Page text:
By Brian Orndorf
As a Minnesotan for nearly my entire life, the fish-out-of-water comedy â€œNew in Townâ€ drives me up a wall. While innocent fun was poked toward the state in the Coen Brothersâ€™ 1996 classic â€œFargo,â€ the business of cartooning up Minnesota has almost become a full-time industry, last felt in the pop culture dynamo, â€œJuno.â€ Because many in the remaining 49 states will take â€œTownâ€ to heart, let me assure you all: Minnesotans would never present meatloaf to a first-time dinner guest (itâ€™s casserole/hotdish or nothing at all), they donâ€™t eat Tapioca by the bucketful, and Iâ€™ve never heard anyone introduce the glory of Jesus in casual conversation. Itâ€™s been 13 long years since â€œFargoâ€ and numerous irritating Lea Thompson interviews, and my sense of humor concerning this topic has been rubbed raw; â€œNew in Townâ€ is nothing short of a character assassination attempt on Minnesota, and even worse, itâ€™s a ghastly romantic comedy that requires heavy sedation to endure.
An aspiring executive at a food manufacturing corporation based in Miami, Lucy Hill (Renee Zellweger) takes a chance to impress her bosses by volunteering to restructure a dairy plant in New Ulm, Minnesota. Once arrived, Lucy is shell-shocked by the frozen land, finding the cold unbearable, the locals exhaustively gracious, and the factory workers fearful of unemployment. Spending months surviving the small town blues, Lucy finds herself drawn to Ted (Harry Connick Jr.), the local union rep, and the community itself, trying urgently to avoid an upcoming round of layoffs that will destroy morale and sever her newfound friendships.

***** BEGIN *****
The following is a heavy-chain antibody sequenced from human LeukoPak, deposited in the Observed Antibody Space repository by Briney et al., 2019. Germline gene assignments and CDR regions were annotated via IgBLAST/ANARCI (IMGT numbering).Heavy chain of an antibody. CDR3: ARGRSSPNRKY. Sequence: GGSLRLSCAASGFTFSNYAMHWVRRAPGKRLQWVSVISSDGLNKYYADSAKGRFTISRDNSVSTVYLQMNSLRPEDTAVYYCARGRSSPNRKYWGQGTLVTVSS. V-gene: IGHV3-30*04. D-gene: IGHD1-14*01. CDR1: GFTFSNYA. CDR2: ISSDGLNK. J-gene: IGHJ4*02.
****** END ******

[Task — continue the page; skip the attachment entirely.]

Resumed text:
Indeed, the Minnesota jokes are the cornerstone of â€œNew in Town,â€ pushing a thoughtless agenda to make the New Ulm populace come across as borderline mentally challenged folk, written as Nordic boobs who cling to their small-town bangs, Christmas sweaters, and monosyllabic responses to complex situations. Itâ€™s a cruel depiction that serves no real comedic purpose, nor is it a concept thatâ€™s seen to its ultimate satiric destination, especially when the polar opposite metropolis here is Miami, painted in the film as some sort of corporate Mecca for ruthless, ladder-climbing money whores. Miami? Perhaps this picture is payback for â€œScarface.â€
Cast aside the wandering-cow-in-the-road sight gags, accent crazy performances (J.K. Simmons, here as a curmudgeonly factory boss, is shameless with his â€œYEAH, YOU BETCHA!â€ characterization), and general cinematic disapproval of a culture that celebrates neighborly generosity, and â€œNew in Townâ€ just plain stinks as creation of romantic intent. Itâ€™s bad enough to trash Minnesota, but the rest of the script is a dreadful paint-by-numbers affair, turning over every conceivable clichÃ© to form the body of the story. From the meet cute to the break-up-to-make-up, â€œNew in Townâ€ corals it all, working in montages and a slapstick Tapioca fight (no joke) to fill time while Zellweger and Connick Jr. summon zero chemistry together. The actors arenâ€™t terrible here, they just lack needed electricity, though the screenplay doesnâ€™t allow for much of a bond, only pulling Lucy and Ted together for a few brief scenes, leaving their relationship to bloom in a hurry instead of slowly embracing the audience.
On top of all of the nonsense, â€œNew in Townâ€ wasnâ€™t even brave enough to shoot in Minnesota (good old Canada steps in for the North Star State), which renders the production useless all around. If you really, truly need a Minnesota romance to get you through the night, avoid â€œNew in Townâ€ like the plague and run out and rent Ali Selimâ€™s masterful immigrant tale â€œSweet Land.â€ Youâ€™ll thank me later.